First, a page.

Lowering blood homocysteine with folic acid based supplements: meta-analysis of randomised trials. Homocysteine Lowering Trialists' Collaboration. To determine the size of reduction in homocysteine concentrations produced by dietary supplementation with folic acid and with vitamins B-12 or B-6.Meta-analysis of randomised controlled trials that assessed the effects of folic acid based supplements on blood homocysteine concentrations. Multivariate regression analysis was used to determine (...) the effects on homocysteine concentrations of different doses of folic acid and of the addition of vitamin B-12 or B-6.Individual data on 1114 people included in 12 trials.The proportional and absolute reductions in blood homocysteine produced by folic acid supplements were greater at higher pretreatment blood homocysteine concentrations (P < 0.001) and at lower pretreatment blood folate concentrations (P < 0.001). After standardisation to pretreatment blood concentrations of homocysteine of 12 mumol/l

1998 BMJ

92. Minimum effective dose of folic acid for food fortification to prevent neural-tube defects. (Abstract)

Minimum effective dose of folic acid for food fortification to prevent neural-tube defects. Although a daily supplement of 400 micrograms folic acid has been shown to prevent neural-tube defects (NTD), most women do not take the recommended supplement. Thus, food fortification is to be introduced in the USA and is being considered in the UK. Because of safety concerns, the USA has chosen a level of fortification that will increase the average woman's intake by only 100 micrograms (...) . Such an increase, although safe, may be ineffective; but a trial to assess its efficacy would be unethical. Because women with red-cell folate concentrations above 400 micrograms/L have a very low risk of NTD, we undertook a randomised trial of several folic acid doses to find out how much is needed to reach this protective concentration.We screened 323 women. 172 with red-cell folate between 150 micrograms/L and 400 micrograms/L were invited to take part in the trial. 121 women were randomly assigned placebo

1997 Lancet Controlled trial quality: uncertain

93. A quantitative assessment of plasma homocysteine as a risk factor for vascular disease. Probable benefits of increasing folic acid intakes. (Abstract)

A quantitative assessment of plasma homocysteine as a risk factor for vascular disease. Probable benefits of increasing folic acid intakes. To determine the risk of elevated total homocysteine (tHcy) levels for arteriosclerotic vascular disease, estimate the reduction of tHcy by folic acid, and calculate the potential reduction of coronary artery disease (CAD) mortality by increasing folic acid intake.MEDLINE search for meta-analysis of 27 studies relating homocysteine to arteriosclerotic (...) vascular disease and 11 studies of folic acid effects on tHcy levels.Studies dealing with CAD, cerebrovascular disease, and peripheral arterial vascular disease were selected. Three prospective and six population-based case-control studies were considered of high quality. Five cross-sectional and 13 other case-control studies were also included. Causality of tHcy's role in the pathogenesis of vascular disease was inferred because of consistency across studies by different investigators using different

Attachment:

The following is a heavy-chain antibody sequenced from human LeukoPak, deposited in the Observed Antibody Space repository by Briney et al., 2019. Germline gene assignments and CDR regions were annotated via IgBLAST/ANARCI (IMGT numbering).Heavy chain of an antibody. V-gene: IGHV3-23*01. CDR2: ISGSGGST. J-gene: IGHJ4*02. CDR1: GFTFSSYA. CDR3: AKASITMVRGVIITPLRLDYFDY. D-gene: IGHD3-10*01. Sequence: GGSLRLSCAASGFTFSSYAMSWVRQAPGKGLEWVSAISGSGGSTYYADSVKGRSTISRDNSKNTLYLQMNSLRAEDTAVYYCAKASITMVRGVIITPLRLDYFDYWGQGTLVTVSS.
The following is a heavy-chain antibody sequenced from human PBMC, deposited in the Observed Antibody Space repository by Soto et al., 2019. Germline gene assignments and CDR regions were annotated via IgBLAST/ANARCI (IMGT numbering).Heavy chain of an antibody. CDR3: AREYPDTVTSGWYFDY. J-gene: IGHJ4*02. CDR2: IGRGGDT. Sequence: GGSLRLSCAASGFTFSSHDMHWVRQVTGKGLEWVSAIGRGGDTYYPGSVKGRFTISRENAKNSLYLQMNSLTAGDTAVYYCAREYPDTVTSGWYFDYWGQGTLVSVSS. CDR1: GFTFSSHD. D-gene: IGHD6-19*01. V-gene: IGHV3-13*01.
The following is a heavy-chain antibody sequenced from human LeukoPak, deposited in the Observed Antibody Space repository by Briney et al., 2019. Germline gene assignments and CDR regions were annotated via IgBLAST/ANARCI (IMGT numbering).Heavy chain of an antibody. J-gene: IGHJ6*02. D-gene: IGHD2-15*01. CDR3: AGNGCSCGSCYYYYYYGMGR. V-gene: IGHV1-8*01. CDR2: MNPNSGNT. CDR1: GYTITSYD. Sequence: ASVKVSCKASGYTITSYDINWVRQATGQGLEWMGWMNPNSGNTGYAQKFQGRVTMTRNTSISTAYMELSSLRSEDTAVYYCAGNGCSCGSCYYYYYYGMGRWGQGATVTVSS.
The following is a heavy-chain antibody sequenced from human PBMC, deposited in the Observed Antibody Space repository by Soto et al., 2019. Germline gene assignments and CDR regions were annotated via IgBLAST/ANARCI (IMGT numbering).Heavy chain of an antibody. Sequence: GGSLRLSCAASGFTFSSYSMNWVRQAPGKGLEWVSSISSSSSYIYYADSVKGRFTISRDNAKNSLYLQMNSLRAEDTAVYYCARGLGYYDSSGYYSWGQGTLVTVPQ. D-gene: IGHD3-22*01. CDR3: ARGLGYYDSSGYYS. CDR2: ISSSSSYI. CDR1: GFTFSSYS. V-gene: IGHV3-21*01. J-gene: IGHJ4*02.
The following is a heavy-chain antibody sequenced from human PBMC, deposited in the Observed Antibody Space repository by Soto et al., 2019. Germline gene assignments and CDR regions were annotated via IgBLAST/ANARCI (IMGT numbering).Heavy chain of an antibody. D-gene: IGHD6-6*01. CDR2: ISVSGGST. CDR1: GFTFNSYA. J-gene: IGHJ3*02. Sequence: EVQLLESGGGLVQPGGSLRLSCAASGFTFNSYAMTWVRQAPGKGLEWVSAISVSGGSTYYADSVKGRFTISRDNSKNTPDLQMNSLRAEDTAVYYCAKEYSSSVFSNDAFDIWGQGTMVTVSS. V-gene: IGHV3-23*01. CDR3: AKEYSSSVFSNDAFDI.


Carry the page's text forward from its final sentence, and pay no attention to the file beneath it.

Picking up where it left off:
1995 JAMA

94. Folic acid fortification of grain: an economic analysis

Folic acid fortification of grain: an economic analysis Folic acid fortification of grain: an economic analysis Folic acid fortification of grain: an economic analysis Romano P S, Waitzman N J, Scheffler R M, Pi R D Record Status This is a critical abstract of an economic evaluation that meets the criteria for inclusion on NHS EED. Each abstract contains a brief summary of the methods, the results and conclusions followed by a detailed critical assessment on the reliability of the study (...) and the conclusions drawn. Health technology Fortification of grain with folic acid to prevent neural tube defects (spina bifida and anencephaly). Type of intervention Primary prevention. Economic study type Cost-effectiveness analysis. Study population Women of child-bearing age (11 to 50 years). Setting Community. The economic study was carried out in California, USA. Dates to which data relate Data on the effectiveness of folic acid fortification was taken from two studies published in 1989 and 1991. The data

1995 NHS Economic Evaluation Database.